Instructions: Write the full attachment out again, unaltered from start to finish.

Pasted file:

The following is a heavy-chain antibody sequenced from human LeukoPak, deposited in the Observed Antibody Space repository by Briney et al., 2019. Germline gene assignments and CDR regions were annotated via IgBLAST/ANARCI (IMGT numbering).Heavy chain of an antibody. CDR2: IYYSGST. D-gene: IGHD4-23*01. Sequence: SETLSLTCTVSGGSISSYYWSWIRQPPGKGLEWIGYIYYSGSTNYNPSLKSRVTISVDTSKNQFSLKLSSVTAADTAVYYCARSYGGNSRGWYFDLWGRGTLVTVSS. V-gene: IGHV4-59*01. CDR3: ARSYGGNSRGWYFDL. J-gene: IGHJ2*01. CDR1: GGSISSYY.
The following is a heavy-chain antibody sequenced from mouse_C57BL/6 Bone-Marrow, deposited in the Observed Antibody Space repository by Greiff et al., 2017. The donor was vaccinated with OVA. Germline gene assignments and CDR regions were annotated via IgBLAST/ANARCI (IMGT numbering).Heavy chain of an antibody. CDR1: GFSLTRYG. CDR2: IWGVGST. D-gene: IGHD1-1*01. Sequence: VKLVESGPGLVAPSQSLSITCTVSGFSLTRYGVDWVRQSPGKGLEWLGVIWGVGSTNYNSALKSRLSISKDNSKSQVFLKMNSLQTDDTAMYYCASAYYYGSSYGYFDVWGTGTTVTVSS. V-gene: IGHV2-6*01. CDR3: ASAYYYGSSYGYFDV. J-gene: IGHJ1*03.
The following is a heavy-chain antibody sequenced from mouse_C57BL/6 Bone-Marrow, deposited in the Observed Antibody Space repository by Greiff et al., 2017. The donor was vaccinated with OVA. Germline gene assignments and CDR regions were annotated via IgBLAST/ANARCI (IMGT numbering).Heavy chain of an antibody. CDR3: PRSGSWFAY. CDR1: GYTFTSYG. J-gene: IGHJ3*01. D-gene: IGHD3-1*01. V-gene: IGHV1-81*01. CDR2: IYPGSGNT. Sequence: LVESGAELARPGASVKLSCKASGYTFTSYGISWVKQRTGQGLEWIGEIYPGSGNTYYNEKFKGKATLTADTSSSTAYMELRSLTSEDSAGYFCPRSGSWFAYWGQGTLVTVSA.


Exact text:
The following is a heavy-chain antibody sequenced from human LeukoPak, deposited in the Observed Antibody Space repository by Briney et al., 2019. Germline gene assignments and CDR regions were annotated via IgBLAST/ANARCI (IMGT numbering).Heavy chain of an antibody. CDR2: IYYSGST. D-gene: IGHD4-23*01. Sequence: SETLSLTCTVSGGSISSYYWSWIRQPPGKGLEWIGYIYYSGSTNYNPSLKSRVTISVDTSKNQFSLKLSSVTAADTAVYYCARSYGGNSRGWYFDLWGRGTLVTVSS. V-gene: IGHV4-59*01. CDR3: ARSYGGNSRGWYFDL. J-gene: IGHJ2*01. CDR1: GGSISSYY.
The following is a heavy-chain antibody sequenced from mouse_C57BL/6 Bone-Marrow, deposited in the Observed Antibody Space repository by Greiff et al., 2017. The donor was vaccinated with OVA. Germline gene assignments and CDR regions were annotated via IgBLAST/ANARCI (IMGT numbering).Heavy chain of an antibody. CDR1: GFSLTRYG. CDR2: IWGVGST. D-gene: IGHD1-1*01. Sequence: VKLVESGPGLVAPSQSLSITCTVSGFSLTRYGVDWVRQSPGKGLEWLGVIWGVGSTNYNSALKSRLSISKDNSKSQVFLKMNSLQTDDTAMYYCASAYYYGSSYGYFDVWGTGTTVTVSS. V-gene: IGHV2-6*01. CDR3: ASAYYYGSSYGYFDV. J-gene: IGHJ1*03.
The following is a heavy-chain antibody sequenced from mouse_C57BL/6 Bone-Marrow, deposited in the Observed Antibody Space repository by Greiff et al., 2017. The donor was vaccinated with OVA. Germline gene assignments and CDR regions were annotated via IgBLAST/ANARCI (IMGT numbering).Heavy chain of an antibody. CDR3: PRSGSWFAY. CDR1: GYTFTSYG. J-gene: IGHJ3*01. D-gene: IGHD3-1*01. V-gene: IGHV1-81*01. CDR2: IYPGSGNT. Sequence: LVESGAELARPGASVKLSCKASGYTFTSYGISWVKQRTGQGLEWIGEIYPGSGNTYYNEKFKGKATLTADTSSSTAYMELRSLTSEDSAGYFCPRSGSWFAYWGQGTLVTVSA.